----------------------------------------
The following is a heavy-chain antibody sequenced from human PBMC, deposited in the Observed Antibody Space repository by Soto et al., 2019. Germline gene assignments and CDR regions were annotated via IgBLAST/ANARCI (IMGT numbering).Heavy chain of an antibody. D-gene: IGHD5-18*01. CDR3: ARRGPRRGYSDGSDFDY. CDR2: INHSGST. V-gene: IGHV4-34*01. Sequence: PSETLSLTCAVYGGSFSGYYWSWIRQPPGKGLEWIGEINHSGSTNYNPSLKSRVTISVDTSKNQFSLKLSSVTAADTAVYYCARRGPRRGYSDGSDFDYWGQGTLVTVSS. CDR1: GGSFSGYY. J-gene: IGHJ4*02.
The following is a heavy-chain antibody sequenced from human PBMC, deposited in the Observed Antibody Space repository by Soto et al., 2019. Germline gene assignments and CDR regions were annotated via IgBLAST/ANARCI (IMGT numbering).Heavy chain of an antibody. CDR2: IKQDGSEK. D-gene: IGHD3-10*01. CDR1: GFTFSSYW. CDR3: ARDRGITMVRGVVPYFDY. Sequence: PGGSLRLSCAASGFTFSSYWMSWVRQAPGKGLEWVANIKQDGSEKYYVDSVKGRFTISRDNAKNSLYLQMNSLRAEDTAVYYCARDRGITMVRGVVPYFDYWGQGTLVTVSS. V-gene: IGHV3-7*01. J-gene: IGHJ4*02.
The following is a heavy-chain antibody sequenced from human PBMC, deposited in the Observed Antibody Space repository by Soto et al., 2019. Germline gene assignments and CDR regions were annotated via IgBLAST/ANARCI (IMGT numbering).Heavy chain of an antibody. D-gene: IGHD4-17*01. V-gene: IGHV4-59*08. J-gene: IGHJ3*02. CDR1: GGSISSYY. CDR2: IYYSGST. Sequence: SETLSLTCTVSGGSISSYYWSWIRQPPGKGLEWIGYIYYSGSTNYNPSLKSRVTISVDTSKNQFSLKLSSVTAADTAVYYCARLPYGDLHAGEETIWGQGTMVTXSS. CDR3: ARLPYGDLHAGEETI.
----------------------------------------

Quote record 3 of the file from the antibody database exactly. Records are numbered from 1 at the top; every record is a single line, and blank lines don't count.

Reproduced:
The following is a heavy-chain antibody sequenced from human PBMC, deposited in the Observed Antibody Space repository by Soto et al., 2019. Germline gene assignments and CDR regions were annotated via IgBLAST/ANARCI (IMGT numbering).Heavy chain of an antibody. D-gene: IGHD4-17*01. V-gene: IGHV4-59*08. J-gene: IGHJ3*02. CDR1: GGSISSYY. CDR2: IYYSGST. Sequence: SETLSLTCTVSGGSISSYYWSWIRQPPGKGLEWIGYIYYSGSTNYNPSLKSRVTISVDTSKNQFSLKLSSVTAADTAVYYCARLPYGDLHAGEETIWGQGTMVTXSS. CDR3: ARLPYGDLHAGEETI.